Features | Society

The Korean Diasporas in Mexico and Eurasia

South Korea has combined foreign policy, soft power politics and public diplomacy in connecting with diaspora communities in Latin America and Eurasia.

The Korean Diasporas in Mexico and Eurasia

The mayor of Merida, now a twin city of Incheon, and then-South Korean Ambassador Kim Sang-il, at the Korea Day festivities on May 4, 2019.

Credit: Facebook

May 4, 2021 marked the 116th anniversary of the arrival of ethnic Koreans to Latin America. In April 1905, the first thousand Korean labor migrants boarded a British cargo ship in the Korean port of Chemulpo (present-day Incheon). The migrants were drawn away from the increasingly tumultuous Korean peninsula by the promises of stable work and regular wages in faraway Mexico. A month later, on May 4, the ship arrived at the Mexican port of Progreso, near Merida, on the Yucatan peninsula.

Arrival of the first Korean immigrants to Mexico’s Port of Progreso on the Yucatan peninsula in mid-May 1905 (public archives).

In January 1903, the first shipload of Koreans had arrived in Hawaii, then a recently incorporated territory of the United States, to work on pineapple and sugar plantations. By 1905 more than 7,000 Korean labor migrants had departed Chemulpo for work in Hawaii.

British cargo ship S.S. Ilford took the over 1,000 Koreans to Mexico on April 4, 1905. (public archives)

The history of Korean immigration to the Americas began with sweat and exploitation. The British lured Koreans with promises of four and five-year work contracts, but upon arrival, the Koreans found themselves sold into indenture servitude on the Yucatan’s henequen plantations, where local Yaqui and other indigenous groups were also exploited for labor. 

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In 1910, Japan annexed Korea and the Koreans in Mexico effectively lost their nationality.

Documents confirming the arrival of ethnic Koreans to the Port of Progreso on May 14, 1905. (public archives)

Some Koreans tried to escape from the dire situation in Mexico to Hawaii through San Francisco with no success. Around 1921, when demand for henequen fiber declined, 288 Korean laborers managed to escape to Cuba from the Mexican port in San Francisco de Campeche. The roughly thousand-strong Korean diaspora in Cuba today cites its roots in those nearly 300 migrants.

With the passage of time, the Koreans who remained in Mexico managed to not only survive but eventually integrate themselves in the local society. Through them, the wider story of Korean diasporas became woven into Mexico’s own complicated history.      

A second wave of Korean migration to Mexico was triggered in part by the economic crises in South America in the 1970s and ’80s. South Koreans, as well as Argentine and Paraguayan Koreans, came to Mexico seeking better opportunities and living conditions.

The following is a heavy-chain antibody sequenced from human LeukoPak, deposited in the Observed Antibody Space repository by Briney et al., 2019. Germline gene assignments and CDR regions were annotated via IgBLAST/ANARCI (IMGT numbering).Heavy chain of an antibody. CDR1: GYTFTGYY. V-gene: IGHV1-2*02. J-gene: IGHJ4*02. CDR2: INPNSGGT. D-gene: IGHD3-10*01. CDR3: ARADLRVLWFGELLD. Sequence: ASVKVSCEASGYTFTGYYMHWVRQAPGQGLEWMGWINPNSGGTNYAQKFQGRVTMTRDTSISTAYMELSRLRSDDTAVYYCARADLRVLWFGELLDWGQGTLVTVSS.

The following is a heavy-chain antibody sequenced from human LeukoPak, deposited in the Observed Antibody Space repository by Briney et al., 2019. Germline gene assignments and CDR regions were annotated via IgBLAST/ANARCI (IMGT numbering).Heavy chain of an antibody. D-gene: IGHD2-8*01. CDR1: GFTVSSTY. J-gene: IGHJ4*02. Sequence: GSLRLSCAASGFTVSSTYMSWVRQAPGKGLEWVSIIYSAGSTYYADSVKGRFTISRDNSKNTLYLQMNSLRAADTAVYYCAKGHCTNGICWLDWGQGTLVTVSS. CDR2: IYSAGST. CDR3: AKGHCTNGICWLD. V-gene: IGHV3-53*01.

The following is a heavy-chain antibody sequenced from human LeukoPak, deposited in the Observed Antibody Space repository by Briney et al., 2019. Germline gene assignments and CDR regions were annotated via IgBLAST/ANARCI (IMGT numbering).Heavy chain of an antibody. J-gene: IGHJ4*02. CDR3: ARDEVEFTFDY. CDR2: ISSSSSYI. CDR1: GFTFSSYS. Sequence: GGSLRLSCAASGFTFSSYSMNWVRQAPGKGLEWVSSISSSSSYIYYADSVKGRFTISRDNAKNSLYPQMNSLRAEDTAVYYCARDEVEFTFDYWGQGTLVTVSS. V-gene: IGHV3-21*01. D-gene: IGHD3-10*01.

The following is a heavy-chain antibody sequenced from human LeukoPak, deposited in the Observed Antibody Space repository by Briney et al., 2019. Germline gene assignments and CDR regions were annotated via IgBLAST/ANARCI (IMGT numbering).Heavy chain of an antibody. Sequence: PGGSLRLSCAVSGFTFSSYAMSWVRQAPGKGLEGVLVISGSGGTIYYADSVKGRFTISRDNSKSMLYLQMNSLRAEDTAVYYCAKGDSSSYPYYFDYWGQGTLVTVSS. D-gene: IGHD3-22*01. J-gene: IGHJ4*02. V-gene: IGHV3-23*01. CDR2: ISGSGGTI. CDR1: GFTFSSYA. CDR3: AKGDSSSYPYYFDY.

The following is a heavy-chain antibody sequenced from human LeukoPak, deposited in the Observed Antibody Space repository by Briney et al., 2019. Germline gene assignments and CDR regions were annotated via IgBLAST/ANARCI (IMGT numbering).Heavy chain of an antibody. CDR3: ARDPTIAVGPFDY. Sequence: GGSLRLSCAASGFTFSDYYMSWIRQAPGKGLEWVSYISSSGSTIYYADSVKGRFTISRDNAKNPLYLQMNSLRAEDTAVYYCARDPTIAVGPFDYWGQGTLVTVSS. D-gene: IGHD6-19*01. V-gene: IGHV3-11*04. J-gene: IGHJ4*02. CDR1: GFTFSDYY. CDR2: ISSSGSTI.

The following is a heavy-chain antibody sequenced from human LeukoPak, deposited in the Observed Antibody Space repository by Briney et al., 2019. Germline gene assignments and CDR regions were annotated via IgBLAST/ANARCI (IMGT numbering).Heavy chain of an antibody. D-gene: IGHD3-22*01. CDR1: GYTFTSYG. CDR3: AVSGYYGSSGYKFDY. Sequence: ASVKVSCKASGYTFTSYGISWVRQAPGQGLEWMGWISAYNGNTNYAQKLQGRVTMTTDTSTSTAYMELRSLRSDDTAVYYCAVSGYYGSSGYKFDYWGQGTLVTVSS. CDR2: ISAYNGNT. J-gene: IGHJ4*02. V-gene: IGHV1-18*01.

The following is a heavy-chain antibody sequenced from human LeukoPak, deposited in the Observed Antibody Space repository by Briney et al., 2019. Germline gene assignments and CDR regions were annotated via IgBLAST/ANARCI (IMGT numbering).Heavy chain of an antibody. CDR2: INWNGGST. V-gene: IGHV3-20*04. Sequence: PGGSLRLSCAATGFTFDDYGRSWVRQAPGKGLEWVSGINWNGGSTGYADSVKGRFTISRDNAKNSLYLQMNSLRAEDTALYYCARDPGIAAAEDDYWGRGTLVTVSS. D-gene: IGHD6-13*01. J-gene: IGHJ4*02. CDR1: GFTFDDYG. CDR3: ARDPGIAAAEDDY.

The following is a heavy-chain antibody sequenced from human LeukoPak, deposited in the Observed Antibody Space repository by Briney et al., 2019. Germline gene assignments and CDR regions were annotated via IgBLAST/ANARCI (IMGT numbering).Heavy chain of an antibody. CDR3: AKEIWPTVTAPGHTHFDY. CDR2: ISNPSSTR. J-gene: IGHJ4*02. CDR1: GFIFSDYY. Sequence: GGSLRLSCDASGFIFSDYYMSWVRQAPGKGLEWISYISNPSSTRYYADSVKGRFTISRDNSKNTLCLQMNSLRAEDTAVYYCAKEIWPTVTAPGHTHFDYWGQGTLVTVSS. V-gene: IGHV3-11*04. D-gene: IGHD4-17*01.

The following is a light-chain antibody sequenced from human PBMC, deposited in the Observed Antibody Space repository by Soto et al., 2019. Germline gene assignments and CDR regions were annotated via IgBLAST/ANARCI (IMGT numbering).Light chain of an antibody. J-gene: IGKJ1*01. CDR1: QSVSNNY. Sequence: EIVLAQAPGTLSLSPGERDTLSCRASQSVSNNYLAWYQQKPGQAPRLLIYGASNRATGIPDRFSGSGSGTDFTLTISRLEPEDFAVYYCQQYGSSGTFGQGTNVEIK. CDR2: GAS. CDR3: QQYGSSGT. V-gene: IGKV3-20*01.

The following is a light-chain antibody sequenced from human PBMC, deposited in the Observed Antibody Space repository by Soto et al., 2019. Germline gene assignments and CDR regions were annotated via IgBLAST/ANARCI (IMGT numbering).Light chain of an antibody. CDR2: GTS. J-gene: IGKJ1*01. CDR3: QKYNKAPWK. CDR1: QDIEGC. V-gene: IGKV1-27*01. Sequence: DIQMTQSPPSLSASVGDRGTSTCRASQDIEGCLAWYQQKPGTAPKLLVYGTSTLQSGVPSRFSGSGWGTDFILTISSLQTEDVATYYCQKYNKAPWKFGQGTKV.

Some of the first Mexican Korean laborers on Yucatan’s henequen haciendas (public archives)

At the end of 1990s, there were almost 20,000 ethnic Koreans living in Mexico. Most recently, the Mexico City Association of Korean Descendants claimed in mid-March 2021 that around 30,000 ethnic Koreans resided Mexico

Despite this long presence in Mexico, it was only in the early 2000s that the Mexican Korean diaspora gained greater recognition. This was facilitated, in part, by South Korea’s pragmatic foreign policy, encompassing strong public diplomacy and cultural soft power, matched with outreach to various diaspora communities not only in Eurasia, but in Latin America as well.

Monument in Merida commemorating the 100th anniversary of the first Koreans’ arrival  to Mexico. (Wikimedia Commons)

In the last two decades, South Korea has managed to reconnect itself not only with the post-Soviet Korean diaspora – known as the Koryo Saram, they number around half a million and are spread across the former Soviet Union – but also with the tens of thousands of ethnic Koreans scattered around Mexico.      

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Reengaging its diaspora serves many purposes for South Korea and the communities of Koreans abroad. On one hand, the diaspora longs to reconnect with their cultural and linguistic roots, which lie in a now prosperous homeland. On the other, South Korea’s insatiable demand for energy resources, particularly its quest to diversify its energy partnerships beyond the Middle East, has led Seoul to seek out connections abroad on which to build.

Descendants of ethnic Korean deportees in Uzbekistan dressed in festive South Korean styled clothes, waiving and pledging allegiance to South Korean flag besides their national flags (Koryo-saram.ru)

The transitional post-Soviet economies and the emerging markets of Latin America are ideal economic partners. South Korea – a true “middle power” – has invested in establishing relations, promoting free trade and travel with other middle powers similarly “stuck” between great powers in their respective regions. There are number of similarities in South Korea’s models of bilateral interaction – economic, political, cultural – with its major trading partners in both Eurasia and Latin America.